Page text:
The FINANCIAL -- Electricity consumption is growing faster than generation in Georgia. Consumption has grown at a 5% CAGR over the past six years to 12.6 TWh in 2018, while generation increased at a 3.8% CAGR to 12.1 TWh. The hike in electricity demand has resulted in higher net imports, which grew 13% y-o-y in 2018 to 0.9 TWh. Lack of water resources decreased generation to 6.2 TWh in 1H 2019, down by 2.1% y-o-y, leading to increased net imports of 0.4 TWh, up by 185% in the same period.
Cryptocurrency mining and growth in tourism boosted electricity consumption in 2016-2018. Consumption by household and commercial users grew at a 6.1% CAGR over two years to 8.9 TWh in 2018, whilst consumption by eligible consumers (mostly cryptocurrency mining companies) grew at a 22% CAGR to 1.8 TWh. Electricity consumption of tourism and large companies mining cryptocurrency accounted for 10% of total consumption in 2018.
A dearth of generation capacities are expected to hike electricity imports. TBC Capital projects a 5.1% annual increase in electricity consumption in Georgia over the next five years to 16.1 TWh by 2023. An expected slowdown in cryptocurrency mining will be offset by increased tourism and growing production in the following years. Generation is expected to grow at a 4.1% CAGR to 14.8 TWh until 2023 and 1.9 TWh of net imports will be required to meet the expected shortfall in generated electricity.
Increasing demand for electricity, the potential for market deregulation and growth in electricity prices form the investment story for Georgia’s electricity sector. In 2019-2022, 25 HPPs with installed capacity more than 610 MW, annual generation of 2.3 TWh and total investment exceeding USD 1 bn are scheduled to be completed. However, up to 1,000 MW of additional hydropower capacity is required to satisfy the increasing domestic consumption by 2023.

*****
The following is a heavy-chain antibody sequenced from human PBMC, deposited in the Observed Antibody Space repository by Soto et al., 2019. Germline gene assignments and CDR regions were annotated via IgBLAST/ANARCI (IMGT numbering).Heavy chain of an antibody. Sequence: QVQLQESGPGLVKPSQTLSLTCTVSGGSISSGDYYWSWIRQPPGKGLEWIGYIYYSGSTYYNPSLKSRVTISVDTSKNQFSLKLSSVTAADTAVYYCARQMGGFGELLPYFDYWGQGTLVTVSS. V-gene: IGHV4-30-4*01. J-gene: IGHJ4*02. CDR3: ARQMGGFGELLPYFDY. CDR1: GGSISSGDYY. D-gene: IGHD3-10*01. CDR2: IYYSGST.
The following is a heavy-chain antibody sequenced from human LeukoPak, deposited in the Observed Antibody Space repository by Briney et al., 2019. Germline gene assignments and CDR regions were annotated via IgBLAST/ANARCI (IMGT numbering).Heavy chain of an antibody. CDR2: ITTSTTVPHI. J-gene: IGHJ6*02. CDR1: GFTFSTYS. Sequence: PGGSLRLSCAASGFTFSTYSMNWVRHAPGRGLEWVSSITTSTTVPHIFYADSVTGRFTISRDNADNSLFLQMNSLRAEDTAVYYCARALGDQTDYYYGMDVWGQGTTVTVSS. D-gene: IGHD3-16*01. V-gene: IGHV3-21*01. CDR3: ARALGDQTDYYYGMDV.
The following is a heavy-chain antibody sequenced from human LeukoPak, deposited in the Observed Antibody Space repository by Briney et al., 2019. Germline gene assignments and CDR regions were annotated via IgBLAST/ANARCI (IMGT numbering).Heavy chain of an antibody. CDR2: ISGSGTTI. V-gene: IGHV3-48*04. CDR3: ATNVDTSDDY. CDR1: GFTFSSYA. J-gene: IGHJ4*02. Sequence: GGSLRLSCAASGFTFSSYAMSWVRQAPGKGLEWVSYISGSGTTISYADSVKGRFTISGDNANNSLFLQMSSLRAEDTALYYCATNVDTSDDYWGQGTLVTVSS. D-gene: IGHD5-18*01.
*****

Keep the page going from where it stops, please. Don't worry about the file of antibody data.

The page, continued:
Downside risks raise uncertainty for the investment outlook. The main challenges facing Georgia’s electricity sector include the abolishment of price-hedge PPAs, delays in deregulation, problems with HPP construction, and electricity price fluctuations in Turkey as the main export market. We believe that additional incentives will be needed to attract investment into new generation capacities and underpricing the electricity could deter investments and worsen customer conditions in the longer term.
Risks of the electricity supply interruptions are moderate. Domestic producers satisfy over 90% of Georgia’s electricity demand. However, Enguri HPP’s high market share (33%) decreases supplier diversification. The plant is not expected to be decommissioned, but ongoing repair works and problems with the Abkhazeti breakaway region are creating issues in generation and in the security of supply. The construction of new capacities will decrease share of Enguri HPP to 28% by 2023 and increase supplier diversification.
Increasing demand for electricity and lack of sufficient generation capacity are expected to create upward pressure on prices. Infrastructure investments will also contribute to the price increase. However, the average price increase should be moderate, partly because the future market model will maintain a regulated portion alongside the deregulated part.
Stakeholders are expected to benefit with the implementation of new Electricity Trading Mechanism. Although employee training and integrating new technology will bring new costs, market participants will benefit from the free market and improved quality of service. There is no guarantee of lower electricity prices after market liberalization, but a more open market leads to better investment incentives and improved service quality.